This does not mean that nothing was gained from the changes, or that there was nothing to defend in the Soviet Union or eastern Europe. But was it socialism? Bailey is within a step of stronger ground when he argues "the working class in the socialist countries did not take to the streets demanding an end to Socialism. Rather, the protests, discontent and apathy to capitalist restoration was due to issues such as party corruption, comparatively low living standards, and shortages.. This popular discontent was exploited by a new bourgeois class, arising from within the Party..."

So what kind of 'socialism' leaves the workers 'apathetic' about defending what should have been their own gains, and permits a new bourgeoisie to turn state, or socially-owned wealth and means of production, into its own property? The working class did take to the streets in eastern Europe, and it started in East Berlin -not in 1989, but much earlier, in 1953. Giving rise to Brecht's quip, "Some party hack decreed that the people had lost the government's confidence and could only regain it with redoubled effort. If that is the case, would it not be be simpler,
If the government simply dissolved the people and elected another?"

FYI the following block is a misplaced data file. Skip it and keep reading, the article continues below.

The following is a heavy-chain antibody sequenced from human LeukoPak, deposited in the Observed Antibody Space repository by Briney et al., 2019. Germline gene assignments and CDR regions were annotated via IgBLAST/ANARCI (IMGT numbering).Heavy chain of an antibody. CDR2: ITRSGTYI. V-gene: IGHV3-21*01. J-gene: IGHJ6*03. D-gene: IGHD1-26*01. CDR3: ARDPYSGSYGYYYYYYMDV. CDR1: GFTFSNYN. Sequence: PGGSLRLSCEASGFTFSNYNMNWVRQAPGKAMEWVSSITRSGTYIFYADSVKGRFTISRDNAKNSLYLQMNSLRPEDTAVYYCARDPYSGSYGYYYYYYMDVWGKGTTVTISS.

What the workers rebelled against was not socialism. Calling it such only maintains the confusion which left workers in eastern Europe unable to step forward as a class to take power for itself, and left millions of workers in the West at best half-hearted, if not actually hostile, to those seen as advocating such "actually-existing socialism" as our goal.

It has suited people like Margaret Thatcher to misidentify "socialism" with the Berlin wall. Its designation by the East German authorities as "the anti-fascist rampart" did not convince anyone who only had to observe the direction in which people were trying to flee, from what, and prepared to risk being shot. "If that is your socialism, you can keep it!" people thought. Now the Wall has gone, working people either side can compare notes, and the young who tore it down can measure the results against their hopes.